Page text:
To be fair, half of my asparagus harvest actually comes from my garden. I transplanted some from the field a decade ago, and it has spread among my perennials. But even in the garden, discovery is involved. The delicate helmeted head doesn’t come up exactly where I look, that is, where it was before or where I planted it. From the same underground root system, or perhaps the result of a previous year’s blowing red seed, it pushes up behind, through, under other plantings a foot away. While I visit the field daily, I check the garden twice on a sunny May day; it can grow six inches in a single afternoon. I keep an eye on coy Dexter to make sure he stays away from that part of the garden. And I rarely plan even weekend getaways during this time. A long weekend can mean the asparagus will grow out and go to seed, the season is over, curtailed.
I place whatever I’ve harvested in a glass with a half-inch of water until I am ready to cook them, generally when there’s a critical mass. The asparagus continues to grow, sometimes another foot if I wait a day or two. It’s comical and a little creepy, actually. These are not twenty stems of equal length and girth in a purple rubber band. Each spear has a character all its own, bulbous or slender, curled, crooked or bowed.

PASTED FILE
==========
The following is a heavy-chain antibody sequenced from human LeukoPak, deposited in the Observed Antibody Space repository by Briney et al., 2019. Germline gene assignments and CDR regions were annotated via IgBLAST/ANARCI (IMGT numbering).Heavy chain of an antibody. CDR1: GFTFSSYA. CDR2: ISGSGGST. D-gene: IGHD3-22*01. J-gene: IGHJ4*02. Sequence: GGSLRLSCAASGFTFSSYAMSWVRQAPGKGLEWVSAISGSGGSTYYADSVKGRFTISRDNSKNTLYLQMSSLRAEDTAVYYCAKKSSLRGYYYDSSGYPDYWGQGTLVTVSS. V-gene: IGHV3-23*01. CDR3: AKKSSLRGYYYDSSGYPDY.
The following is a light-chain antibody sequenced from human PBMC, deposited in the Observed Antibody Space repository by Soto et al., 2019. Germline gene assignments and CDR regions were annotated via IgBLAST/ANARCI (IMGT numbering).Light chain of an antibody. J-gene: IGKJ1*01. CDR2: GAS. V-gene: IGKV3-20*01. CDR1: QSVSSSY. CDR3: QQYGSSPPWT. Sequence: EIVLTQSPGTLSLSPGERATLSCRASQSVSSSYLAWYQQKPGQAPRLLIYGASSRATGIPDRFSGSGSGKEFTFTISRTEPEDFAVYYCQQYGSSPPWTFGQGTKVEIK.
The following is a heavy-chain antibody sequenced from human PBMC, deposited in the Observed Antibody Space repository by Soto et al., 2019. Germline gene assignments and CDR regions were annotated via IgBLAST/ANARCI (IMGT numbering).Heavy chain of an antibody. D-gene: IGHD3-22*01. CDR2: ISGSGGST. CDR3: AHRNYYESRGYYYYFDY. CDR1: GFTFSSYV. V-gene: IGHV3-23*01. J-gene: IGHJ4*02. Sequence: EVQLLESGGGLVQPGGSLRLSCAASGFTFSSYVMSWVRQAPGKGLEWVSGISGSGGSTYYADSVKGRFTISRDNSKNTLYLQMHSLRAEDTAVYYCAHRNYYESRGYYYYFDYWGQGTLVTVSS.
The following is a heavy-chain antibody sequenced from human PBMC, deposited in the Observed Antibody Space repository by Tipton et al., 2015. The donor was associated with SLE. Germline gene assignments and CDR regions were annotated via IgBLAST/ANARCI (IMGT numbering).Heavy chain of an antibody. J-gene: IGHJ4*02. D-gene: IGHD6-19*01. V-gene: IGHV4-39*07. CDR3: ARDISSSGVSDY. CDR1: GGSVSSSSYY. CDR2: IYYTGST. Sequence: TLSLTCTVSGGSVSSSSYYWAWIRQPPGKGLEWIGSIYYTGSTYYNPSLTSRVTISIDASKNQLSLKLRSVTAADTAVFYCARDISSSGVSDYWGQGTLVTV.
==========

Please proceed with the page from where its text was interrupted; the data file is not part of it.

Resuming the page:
I grill, roast, saute or boil them. I have had to become inventive in their preparation, as for weeks, they are a diet staple. I throw them into a risotto with ramps and fiddleheads or savour them alone. My latest favourite dish is asparagus roasted in olive oil and sea salt, then cut into bite-size pieces, tossed in their cooked oil, French feta and juice of half a lemon. Magic.